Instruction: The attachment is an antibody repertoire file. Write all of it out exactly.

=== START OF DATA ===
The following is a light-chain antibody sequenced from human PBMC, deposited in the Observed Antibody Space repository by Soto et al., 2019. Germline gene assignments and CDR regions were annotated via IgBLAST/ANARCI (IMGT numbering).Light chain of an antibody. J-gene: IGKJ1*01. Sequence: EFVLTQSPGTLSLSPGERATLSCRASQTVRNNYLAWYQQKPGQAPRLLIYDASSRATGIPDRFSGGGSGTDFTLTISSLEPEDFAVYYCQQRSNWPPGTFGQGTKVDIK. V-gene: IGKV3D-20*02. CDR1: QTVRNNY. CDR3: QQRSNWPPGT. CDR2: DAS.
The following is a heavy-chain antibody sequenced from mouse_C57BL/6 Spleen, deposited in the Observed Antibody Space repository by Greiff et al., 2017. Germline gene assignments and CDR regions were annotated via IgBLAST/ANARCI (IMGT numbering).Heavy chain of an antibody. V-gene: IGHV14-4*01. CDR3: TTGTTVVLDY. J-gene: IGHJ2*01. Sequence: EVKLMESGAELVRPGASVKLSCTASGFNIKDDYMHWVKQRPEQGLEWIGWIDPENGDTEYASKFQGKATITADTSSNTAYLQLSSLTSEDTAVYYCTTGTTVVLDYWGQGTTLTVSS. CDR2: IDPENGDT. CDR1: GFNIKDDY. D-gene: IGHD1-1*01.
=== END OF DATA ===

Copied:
The following is a light-chain antibody sequenced from human PBMC, deposited in the Observed Antibody Space repository by Soto et al., 2019. Germline gene assignments and CDR regions were annotated via IgBLAST/ANARCI (IMGT numbering).Light chain of an antibody. J-gene: IGKJ1*01. Sequence: EFVLTQSPGTLSLSPGERATLSCRASQTVRNNYLAWYQQKPGQAPRLLIYDASSRATGIPDRFSGGGSGTDFTLTISSLEPEDFAVYYCQQRSNWPPGTFGQGTKVDIK. V-gene: IGKV3D-20*02. CDR1: QTVRNNY. CDR3: QQRSNWPPGT. CDR2: DAS.
The following is a heavy-chain antibody sequenced from mouse_C57BL/6 Spleen, deposited in the Observed Antibody Space repository by Greiff et al., 2017. Germline gene assignments and CDR regions were annotated via IgBLAST/ANARCI (IMGT numbering).Heavy chain of an antibody. V-gene: IGHV14-4*01. CDR3: TTGTTVVLDY. J-gene: IGHJ2*01. Sequence: EVKLMESGAELVRPGASVKLSCTASGFNIKDDYMHWVKQRPEQGLEWIGWIDPENGDTEYASKFQGKATITADTSSNTAYLQLSSLTSEDTAVYYCTTGTTVVLDYWGQGTTLTVSS. CDR2: IDPENGDT. CDR1: GFNIKDDY. D-gene: IGHD1-1*01.